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RE: superchargers

To: Neil Sherry <>
Subject: RE: superchargers
From: "Dodd, Kelvin" <>
Date: Tue, 21 Dec 1999 12:11:24 -0800

        Current supercharger technology uses a recirculating system for off
boost conditions on many units.  The vanes spin merrily without pressurising
anything.  No pressure, little drag.  There are slight mechanical losses due
to bearings, belt and tensioner.  When vacuum drops due to the throttle
opening, a vacuum operated valve recirculation valve closes allowing the
boost to build.  Since the vanes are already spinning, boost build up is
related to how fast the valve closes.  Valve closure is related directly to
engine vacuum drop.

        This system gives a smooth boost which comes on under demand.


> -----Original Message-----
> From: Neil Sherry []
> Sent: Monday, December 20, 1999 2:55 PM
> To:;
> Subject: Re: superchargers
> The car you refer to would be a Z-type. The Y-Type was also a 
> saloon but was
> powered by the XPAG engine (same as MG TB etc). There is a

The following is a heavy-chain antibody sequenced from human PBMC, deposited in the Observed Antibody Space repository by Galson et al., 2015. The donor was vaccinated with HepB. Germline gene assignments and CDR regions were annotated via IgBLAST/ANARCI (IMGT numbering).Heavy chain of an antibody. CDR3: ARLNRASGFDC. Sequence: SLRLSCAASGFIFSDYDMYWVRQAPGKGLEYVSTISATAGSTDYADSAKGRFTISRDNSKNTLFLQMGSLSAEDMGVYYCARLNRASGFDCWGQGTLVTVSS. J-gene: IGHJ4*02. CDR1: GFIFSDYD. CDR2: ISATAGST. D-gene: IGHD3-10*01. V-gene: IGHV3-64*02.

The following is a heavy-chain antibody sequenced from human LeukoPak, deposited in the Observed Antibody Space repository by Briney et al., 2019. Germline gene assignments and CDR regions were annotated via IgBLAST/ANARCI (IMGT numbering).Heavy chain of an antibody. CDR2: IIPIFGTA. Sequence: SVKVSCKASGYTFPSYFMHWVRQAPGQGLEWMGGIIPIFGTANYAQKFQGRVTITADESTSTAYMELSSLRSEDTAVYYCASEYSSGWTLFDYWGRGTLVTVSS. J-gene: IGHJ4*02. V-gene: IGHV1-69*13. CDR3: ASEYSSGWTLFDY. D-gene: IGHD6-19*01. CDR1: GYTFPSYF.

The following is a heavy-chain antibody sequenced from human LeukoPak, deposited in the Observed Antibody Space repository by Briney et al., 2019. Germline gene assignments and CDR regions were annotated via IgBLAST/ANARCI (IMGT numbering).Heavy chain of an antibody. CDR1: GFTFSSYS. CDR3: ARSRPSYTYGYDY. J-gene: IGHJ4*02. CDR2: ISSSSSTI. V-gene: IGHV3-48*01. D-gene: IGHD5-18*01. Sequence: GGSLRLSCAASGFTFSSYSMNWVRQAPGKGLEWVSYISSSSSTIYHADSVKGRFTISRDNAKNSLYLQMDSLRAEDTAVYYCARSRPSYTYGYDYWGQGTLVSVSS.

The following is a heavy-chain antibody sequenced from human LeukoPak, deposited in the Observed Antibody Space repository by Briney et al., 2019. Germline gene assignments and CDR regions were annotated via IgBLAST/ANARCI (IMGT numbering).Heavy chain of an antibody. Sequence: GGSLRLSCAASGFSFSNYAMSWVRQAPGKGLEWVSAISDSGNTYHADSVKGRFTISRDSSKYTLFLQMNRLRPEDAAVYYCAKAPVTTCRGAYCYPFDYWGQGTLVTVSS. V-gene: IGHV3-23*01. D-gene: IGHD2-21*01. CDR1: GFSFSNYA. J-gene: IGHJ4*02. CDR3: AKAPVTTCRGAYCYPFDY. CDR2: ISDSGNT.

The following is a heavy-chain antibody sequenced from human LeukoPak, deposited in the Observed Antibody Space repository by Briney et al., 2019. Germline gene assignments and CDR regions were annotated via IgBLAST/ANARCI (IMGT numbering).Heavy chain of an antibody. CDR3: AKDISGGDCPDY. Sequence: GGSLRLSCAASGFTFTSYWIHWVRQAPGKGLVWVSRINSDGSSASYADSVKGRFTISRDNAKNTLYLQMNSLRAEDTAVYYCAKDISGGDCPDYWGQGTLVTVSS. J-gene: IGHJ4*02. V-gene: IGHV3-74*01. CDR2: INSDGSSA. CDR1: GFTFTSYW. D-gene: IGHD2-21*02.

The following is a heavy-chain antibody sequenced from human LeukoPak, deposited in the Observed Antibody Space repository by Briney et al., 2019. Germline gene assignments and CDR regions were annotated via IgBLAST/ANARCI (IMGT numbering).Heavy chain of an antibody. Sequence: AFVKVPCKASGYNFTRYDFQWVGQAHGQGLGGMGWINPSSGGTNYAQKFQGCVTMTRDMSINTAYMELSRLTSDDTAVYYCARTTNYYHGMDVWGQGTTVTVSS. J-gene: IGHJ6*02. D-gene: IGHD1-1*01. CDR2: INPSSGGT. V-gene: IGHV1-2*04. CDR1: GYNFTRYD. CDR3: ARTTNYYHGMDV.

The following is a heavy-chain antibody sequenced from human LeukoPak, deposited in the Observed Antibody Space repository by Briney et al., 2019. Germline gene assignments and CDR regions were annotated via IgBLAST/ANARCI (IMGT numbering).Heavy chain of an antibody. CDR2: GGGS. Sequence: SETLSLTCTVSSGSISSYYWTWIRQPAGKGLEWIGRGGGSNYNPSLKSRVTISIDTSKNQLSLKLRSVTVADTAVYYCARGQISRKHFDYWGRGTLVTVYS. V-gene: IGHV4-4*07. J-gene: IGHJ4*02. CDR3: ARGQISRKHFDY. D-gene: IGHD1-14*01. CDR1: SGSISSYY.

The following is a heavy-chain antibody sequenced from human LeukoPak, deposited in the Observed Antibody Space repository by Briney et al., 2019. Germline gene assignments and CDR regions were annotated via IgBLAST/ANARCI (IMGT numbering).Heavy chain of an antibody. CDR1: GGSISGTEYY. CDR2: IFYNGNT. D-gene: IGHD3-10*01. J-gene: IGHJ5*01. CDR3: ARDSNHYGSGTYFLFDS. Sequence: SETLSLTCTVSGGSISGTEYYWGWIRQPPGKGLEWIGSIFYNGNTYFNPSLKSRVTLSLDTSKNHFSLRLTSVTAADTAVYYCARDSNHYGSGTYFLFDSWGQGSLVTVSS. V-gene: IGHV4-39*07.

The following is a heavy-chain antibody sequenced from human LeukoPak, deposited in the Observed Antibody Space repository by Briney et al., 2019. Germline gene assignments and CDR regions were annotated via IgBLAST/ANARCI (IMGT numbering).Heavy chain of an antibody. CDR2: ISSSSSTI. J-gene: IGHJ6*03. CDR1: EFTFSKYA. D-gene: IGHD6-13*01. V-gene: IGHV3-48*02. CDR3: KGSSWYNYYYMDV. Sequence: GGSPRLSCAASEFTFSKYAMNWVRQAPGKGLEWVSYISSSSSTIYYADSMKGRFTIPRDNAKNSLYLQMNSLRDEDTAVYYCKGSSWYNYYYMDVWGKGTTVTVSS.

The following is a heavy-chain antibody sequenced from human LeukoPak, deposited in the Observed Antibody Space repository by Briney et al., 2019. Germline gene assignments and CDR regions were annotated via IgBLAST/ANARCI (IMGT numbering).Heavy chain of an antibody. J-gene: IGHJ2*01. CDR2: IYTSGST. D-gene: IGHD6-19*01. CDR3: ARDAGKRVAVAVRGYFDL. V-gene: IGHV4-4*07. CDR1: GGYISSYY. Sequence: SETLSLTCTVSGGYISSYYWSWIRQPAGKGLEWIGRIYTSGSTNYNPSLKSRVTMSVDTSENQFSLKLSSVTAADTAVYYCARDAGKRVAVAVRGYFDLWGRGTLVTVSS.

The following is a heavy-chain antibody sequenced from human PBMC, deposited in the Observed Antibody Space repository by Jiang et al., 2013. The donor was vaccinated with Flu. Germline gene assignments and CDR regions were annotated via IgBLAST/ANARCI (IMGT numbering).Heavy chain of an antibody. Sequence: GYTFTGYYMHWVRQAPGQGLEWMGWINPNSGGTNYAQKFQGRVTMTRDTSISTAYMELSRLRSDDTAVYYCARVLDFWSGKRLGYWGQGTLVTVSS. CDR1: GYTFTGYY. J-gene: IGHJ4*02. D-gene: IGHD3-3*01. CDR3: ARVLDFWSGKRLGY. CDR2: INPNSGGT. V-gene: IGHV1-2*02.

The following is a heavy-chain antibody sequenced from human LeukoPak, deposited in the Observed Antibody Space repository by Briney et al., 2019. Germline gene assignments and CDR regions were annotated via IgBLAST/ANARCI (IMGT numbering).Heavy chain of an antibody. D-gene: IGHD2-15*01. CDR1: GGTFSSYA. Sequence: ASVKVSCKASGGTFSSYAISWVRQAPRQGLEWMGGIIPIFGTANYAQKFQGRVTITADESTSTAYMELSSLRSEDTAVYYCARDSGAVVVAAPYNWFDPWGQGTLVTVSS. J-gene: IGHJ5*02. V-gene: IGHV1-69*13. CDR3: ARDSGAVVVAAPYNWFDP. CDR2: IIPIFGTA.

> Y-Type in the UK
> which benefits from a Shorrock blower (owned by Frank 
> Vaultier - not sure if
> my spelling is right). Makes a 'distinctive' noise and moves 
> quite well.
> As to the strain on the bearings, don't forget that with a 
> supercharger the
> crank etc have to develop the power to drive the blower. For 
> similar power
> outputs turbos are generally kinder to engines.
> Neil
> -----Original Message-----
> From: <>
> To: <>
> Date: Monday, December 20, 1999 9:01 PM
> Subject: re: superchargers
> > The 50's "baby Jag"  MG sedan, I believe it's the  MG YB, 
> had a Shorrock
> >available, It runs on the MGA based "B" series motor. 
> There's one running
> >around the SF Bay area that belongs to Skip Kelsey, who owns 
> "Shadetree
> >Motors" (garage-front moss distributer) I don't have his 
> email address handy,
> >but last I checked, he has an ad running in MG Driver 
> (NAMGBR)  Perhaps he
> >can give more details. It is certainly preferable to a 
> turbo, apparently much
> >less strain on the bearings due to the more gradual build-up 
> of power.

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